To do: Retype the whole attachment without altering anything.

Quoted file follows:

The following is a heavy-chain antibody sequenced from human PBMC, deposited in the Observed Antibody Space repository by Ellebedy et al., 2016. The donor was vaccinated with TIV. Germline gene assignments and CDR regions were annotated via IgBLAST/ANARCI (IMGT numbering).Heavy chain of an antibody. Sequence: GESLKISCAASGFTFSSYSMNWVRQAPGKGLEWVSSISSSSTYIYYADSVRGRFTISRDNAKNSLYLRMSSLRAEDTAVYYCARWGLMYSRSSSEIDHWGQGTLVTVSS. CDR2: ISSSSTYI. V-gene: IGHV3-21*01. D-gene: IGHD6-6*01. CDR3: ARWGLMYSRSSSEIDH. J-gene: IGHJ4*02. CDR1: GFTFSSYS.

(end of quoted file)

The following is a heavy-chain antibody sequenced from human PBMC, deposited in the Observed Antibody Space repository by Ellebedy et al., 2016. The donor was vaccinated with TIV. Germline gene assignments and CDR regions were annotated via IgBLAST/ANARCI (IMGT numbering).Heavy chain of an antibody. Sequence: GESLKISCAASGFTFSSYSMNWVRQAPGKGLEWVSSISSSSTYIYYADSVRGRFTISRDNAKNSLYLRMSSLRAEDTAVYYCARWGLMYSRSSSEIDHWGQGTLVTVSS. CDR2: ISSSSTYI. V-gene: IGHV3-21*01. D-gene: IGHD6-6*01. CDR3: ARWGLMYSRSSSEIDH. J-gene: IGHJ4*02. CDR1: GFTFSSYS.